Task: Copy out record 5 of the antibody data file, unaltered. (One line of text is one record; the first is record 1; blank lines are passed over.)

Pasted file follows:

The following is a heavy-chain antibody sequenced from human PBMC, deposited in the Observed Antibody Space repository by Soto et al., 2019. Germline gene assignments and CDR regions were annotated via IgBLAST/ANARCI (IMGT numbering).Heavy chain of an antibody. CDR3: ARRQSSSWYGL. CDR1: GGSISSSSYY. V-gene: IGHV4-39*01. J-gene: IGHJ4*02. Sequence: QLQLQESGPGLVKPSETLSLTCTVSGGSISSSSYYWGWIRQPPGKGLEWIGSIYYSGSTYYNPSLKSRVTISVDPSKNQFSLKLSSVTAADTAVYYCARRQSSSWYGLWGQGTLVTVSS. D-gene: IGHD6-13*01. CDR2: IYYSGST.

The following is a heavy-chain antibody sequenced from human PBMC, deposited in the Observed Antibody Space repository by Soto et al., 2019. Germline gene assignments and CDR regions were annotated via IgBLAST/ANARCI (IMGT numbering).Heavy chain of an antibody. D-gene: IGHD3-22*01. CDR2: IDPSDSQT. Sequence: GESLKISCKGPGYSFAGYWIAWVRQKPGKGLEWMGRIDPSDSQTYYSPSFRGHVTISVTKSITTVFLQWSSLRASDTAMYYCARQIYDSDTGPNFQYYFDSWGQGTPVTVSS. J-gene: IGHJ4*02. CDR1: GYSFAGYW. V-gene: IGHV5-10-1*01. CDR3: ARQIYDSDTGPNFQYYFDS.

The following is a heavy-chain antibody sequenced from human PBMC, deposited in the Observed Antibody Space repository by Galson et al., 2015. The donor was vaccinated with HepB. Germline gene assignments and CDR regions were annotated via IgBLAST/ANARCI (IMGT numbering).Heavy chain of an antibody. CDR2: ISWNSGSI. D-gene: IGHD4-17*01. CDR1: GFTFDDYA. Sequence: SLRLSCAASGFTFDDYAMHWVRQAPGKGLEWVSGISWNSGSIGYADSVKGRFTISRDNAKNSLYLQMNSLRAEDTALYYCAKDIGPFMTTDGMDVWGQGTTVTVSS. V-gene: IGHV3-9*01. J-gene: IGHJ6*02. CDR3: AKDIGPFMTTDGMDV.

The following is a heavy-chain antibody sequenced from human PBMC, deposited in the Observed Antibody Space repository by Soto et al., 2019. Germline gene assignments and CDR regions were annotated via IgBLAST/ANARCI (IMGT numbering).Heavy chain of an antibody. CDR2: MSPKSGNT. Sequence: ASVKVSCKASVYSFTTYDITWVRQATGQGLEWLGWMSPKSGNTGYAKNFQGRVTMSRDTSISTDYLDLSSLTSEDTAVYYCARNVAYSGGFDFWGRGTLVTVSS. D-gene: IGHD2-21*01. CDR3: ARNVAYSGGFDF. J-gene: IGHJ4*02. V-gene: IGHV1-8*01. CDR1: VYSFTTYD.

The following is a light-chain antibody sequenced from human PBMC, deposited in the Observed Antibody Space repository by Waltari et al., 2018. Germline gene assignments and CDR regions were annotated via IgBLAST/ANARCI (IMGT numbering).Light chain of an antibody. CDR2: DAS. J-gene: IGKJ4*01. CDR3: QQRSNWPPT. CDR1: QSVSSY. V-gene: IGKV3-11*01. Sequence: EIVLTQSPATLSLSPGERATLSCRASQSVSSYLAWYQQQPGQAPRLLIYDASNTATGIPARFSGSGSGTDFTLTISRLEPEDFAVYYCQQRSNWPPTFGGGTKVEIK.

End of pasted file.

The following is a light-chain antibody sequenced from human PBMC, deposited in the Observed Antibody Space repository by Waltari et al., 2018. Germline gene assignments and CDR regions were annotated via IgBLAST/ANARCI (IMGT numbering).Light chain of an antibody. CDR2: DAS. J-gene: IGKJ4*01. CDR3: QQRSNWPPT. CDR1: QSVSSY. V-gene: IGKV3-11*01. Sequence: EIVLTQSPATLSLSPGERATLSCRASQSVSSYLAWYQQQPGQAPRLLIYDASNTATGIPARFSGSGSGTDFTLTISRLEPEDFAVYYCQQRSNWPPTFGGGTKVEIK.